Watermelon's Power of Redin Powder
Form? By Erin
Peabody September 15, 2006
There's no upstaging watermelon at a summer picnic. The much-loved
fruit, with its juicy red flesh and seed-spitting fun, is also one of the best
sources of lycopene around. Lycopene is a red-pigmented antioxidant thought to
guard against heart disease and some cancers.
Now, a scientist with the Agricultural Research Service (ARS) has made it easier to access
watermelon's impressive lycopene stores. Chemist
Fish, who works at the ARS
Central Agricultural Research Laboratory in Lane, Okla., has discovered a
way to gently extract the antioxidant from watermelon flesh and juice, ensuring
it stays in its most natural form.
The resulting lycopene can be processed into a powder, paste or liquid
suitable for use as a nutritional supplement or food coloring.
Right now, most lycopene formulations are made from tomatoesthat
is, the copious juice, skins and fleshy residue left over after processing. But
fresh watermelonwhich actually contains more lycopene than fresh
tomatoes, ounce for ounceis an ideal source of the powerful antioxidant.
With Fish's method, growers would also have a potential new market for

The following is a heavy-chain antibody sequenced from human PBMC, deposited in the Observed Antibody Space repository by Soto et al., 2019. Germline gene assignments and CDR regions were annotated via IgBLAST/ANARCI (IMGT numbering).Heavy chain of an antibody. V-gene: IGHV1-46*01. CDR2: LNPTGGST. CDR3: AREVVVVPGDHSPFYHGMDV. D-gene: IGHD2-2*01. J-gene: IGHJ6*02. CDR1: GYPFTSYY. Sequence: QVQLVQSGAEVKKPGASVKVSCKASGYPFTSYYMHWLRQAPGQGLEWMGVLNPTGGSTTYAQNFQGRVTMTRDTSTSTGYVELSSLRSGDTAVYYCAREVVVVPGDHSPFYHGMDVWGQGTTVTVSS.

their imperfect melons. Each year U.S. watermelon growers must toss out 15 to
25 percent of their crop because the fruits don't make the grade. But despite
their bruised, misshapen or discolored exteriors, these melons could be a
valuable source of lycopene, since the fruit's outward appearance has no effect
on its nutrient content.
According to Fish, the lycopene formulation he's discovered is unlike
any currently available. That's because his extraction method respects the
melon's cellular makeup.
In the fruits and vegetables it's found in, lycopene is naturally
packaged in tiny structures called chromoplasts. Fish is careful not to injure
these delicate organelles, or their thin, fragile membranes. He's found that
lycopene left inside its protective membrane coat is more stable and boasts a
longer shelf life.
Fish's novel method can also be used to tap the lycopene found in
other fruits including tomatoes, guava, rosehips and pink grapefruit.
ARS is the U.S. Department of
Agriculture's chief scientific research agency.